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Diablo III is a hellish disappointment

20 May

Growing up I loved the Diablo series. Diablo II is actually where my name “Godless Paladin” Comes from. The paladin in Diablo II was holy warrior-super knight, clad in heavy armor, that waded into combat laying waste to hordes of minions.

I had an affinity for tank like characters, and so I picked him. Years later when I became an atheist and started this blog, I still was into medieval stuff, had a suit of armor of my own, and still loved the paladin, yet was now godless. The image of a righteous paladin without gods and masters came to mind. It was the best thing I could think of at the time, and so I ran with it.

But back to the game.

Diablo III was a game 11 years in the making. Production started in 2001, while Diablo II was still in the market. I have a theory that after a game’s development time passes around the 3-4 year mark, it’s going to be a really shitty game. Why? Well because it’s at that point that I imagine most of the delays to be originating from too much producer and executive input.

Creative people and programmers can come up with an idea and put it together. The speed at which they do that depends heavily on how much resources the company can allocate to the project. Blizzard is a massive company with almost no end in funds, with an extremely solid production history, so why the hell did it take 11 years?

I can only imagine that the producers kept trying to control how the game turned out, instead of giving the creative people room to be creative. That’s at least how the game feels.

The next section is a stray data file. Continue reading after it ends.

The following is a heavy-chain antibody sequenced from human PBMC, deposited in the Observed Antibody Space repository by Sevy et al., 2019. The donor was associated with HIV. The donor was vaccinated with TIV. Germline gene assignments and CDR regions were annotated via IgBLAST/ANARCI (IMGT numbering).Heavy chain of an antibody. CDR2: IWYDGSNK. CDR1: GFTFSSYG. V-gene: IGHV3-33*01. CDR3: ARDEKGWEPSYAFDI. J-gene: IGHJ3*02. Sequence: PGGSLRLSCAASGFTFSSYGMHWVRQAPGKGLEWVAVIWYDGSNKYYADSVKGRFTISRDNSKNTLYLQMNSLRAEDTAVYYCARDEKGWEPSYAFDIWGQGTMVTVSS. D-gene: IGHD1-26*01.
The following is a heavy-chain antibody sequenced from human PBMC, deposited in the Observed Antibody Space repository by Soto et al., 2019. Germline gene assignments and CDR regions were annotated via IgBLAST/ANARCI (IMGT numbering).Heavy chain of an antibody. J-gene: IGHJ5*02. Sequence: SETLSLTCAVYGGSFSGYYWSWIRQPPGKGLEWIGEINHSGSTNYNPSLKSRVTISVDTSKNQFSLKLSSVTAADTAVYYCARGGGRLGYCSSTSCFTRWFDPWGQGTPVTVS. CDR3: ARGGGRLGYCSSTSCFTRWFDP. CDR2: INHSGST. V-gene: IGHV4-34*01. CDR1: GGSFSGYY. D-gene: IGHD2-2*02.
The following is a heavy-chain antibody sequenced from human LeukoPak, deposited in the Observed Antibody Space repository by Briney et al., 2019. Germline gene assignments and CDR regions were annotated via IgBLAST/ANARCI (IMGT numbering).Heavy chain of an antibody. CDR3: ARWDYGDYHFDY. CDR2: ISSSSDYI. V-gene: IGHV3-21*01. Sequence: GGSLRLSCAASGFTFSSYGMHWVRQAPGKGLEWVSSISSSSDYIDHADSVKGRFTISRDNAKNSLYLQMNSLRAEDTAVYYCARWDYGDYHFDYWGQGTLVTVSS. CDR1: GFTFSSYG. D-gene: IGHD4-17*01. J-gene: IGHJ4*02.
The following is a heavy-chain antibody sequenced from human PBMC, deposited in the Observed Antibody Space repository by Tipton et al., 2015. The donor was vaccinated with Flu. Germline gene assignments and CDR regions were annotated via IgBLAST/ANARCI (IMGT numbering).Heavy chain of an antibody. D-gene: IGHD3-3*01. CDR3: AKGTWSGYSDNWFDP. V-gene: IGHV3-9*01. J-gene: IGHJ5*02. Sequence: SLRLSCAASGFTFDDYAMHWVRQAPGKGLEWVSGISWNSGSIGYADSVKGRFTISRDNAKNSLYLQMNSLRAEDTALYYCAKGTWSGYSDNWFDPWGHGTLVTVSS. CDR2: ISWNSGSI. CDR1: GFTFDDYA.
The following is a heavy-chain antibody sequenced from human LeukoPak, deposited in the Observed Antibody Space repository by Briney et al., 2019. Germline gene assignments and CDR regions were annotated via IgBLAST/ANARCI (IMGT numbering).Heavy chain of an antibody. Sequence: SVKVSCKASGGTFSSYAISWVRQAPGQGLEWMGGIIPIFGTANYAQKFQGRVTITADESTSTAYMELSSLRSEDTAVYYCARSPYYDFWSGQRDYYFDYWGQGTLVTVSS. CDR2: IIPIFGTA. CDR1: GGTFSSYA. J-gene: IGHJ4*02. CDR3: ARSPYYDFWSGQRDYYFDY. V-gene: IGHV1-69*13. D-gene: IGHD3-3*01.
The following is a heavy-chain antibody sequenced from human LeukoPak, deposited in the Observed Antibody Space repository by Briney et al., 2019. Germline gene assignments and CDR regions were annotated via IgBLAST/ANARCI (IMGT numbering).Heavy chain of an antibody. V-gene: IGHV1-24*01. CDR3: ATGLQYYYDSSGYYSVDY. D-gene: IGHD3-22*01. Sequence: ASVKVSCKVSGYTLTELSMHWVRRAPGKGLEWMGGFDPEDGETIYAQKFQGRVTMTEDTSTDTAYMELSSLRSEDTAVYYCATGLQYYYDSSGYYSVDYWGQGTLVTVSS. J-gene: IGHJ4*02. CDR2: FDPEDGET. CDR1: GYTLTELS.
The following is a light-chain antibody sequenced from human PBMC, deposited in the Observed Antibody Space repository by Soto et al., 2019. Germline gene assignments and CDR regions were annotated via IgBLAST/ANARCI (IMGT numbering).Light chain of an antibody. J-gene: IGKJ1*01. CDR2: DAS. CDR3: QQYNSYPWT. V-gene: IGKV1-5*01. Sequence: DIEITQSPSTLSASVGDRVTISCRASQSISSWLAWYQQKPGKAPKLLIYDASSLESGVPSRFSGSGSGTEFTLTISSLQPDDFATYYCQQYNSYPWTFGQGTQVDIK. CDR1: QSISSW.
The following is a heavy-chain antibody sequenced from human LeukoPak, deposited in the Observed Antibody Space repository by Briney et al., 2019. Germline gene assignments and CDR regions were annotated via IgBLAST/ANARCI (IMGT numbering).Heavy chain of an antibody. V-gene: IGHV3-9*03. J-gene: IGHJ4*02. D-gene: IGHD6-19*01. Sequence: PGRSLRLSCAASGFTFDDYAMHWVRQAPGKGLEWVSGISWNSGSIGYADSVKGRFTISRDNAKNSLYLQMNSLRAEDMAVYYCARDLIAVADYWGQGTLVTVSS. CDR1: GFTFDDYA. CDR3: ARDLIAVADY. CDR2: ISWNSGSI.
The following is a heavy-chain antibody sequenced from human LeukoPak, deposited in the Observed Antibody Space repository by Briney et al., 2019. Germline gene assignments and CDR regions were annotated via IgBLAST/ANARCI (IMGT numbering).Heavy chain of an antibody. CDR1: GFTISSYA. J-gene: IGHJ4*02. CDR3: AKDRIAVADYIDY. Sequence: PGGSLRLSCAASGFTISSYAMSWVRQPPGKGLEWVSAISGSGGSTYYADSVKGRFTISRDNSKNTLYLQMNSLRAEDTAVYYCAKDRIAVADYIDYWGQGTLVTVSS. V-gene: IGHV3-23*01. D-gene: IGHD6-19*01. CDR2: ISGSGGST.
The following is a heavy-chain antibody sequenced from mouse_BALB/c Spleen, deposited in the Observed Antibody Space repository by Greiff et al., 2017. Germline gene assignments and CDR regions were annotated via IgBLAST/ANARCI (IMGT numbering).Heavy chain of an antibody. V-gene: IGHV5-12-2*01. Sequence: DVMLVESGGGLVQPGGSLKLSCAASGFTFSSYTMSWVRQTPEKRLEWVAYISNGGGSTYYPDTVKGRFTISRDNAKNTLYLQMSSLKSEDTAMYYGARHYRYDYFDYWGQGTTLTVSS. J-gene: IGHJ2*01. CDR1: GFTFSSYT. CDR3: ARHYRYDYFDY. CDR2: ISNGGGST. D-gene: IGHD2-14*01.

The first thing that sticks out are the graphics. To some people, graphics don’t matter, they let their imagination do the work, but to people like me, they matter a lot. A beautiful game is really important to creating a feeling of immersion, the sensation that you’re there, and after all, that’s what gaming is all about.

At the time of writing this, Battlefield III is one of the PC gaming industry’s graphical benchmarks for excellent graphics.

Diablo III’s graphics look like they’re stuck in 2006. I know that Battlefield III and Diablo III are fundamentally different games, being played from different view points, but the issue that I’m trying to get at here is that the technology exists for Diablo III to make use of much better lighting, shading, shadows, textures, and particle affects. Instead we get something that looks cartoonish and borrows heavily from Blizzard’s other flagship series, World of Warcraft.

In the process of doing so, Diablo III loses a lot of the gritty, gory, hellish feel to it that Diablo II had. That loss really cuts at the essence of what this game is supposed to embody. Further example, examine these two screenshots. First from Diablo II, then Diablo III.

The next thing that struck me as a let down in Diablo III occured to me after I realized I had just played the first three hours of the game single handed. That’s right. The entire time I was playing, I was playing and winning with only my mouse hand, and winning easily. I feel Diablo III lost a lot of the challenge and strategy that was in Diablo II, that the game had been dumbed down. As I’ve been playing more, I’ve started to use the hotkeys on the keyboard, but only sparingly.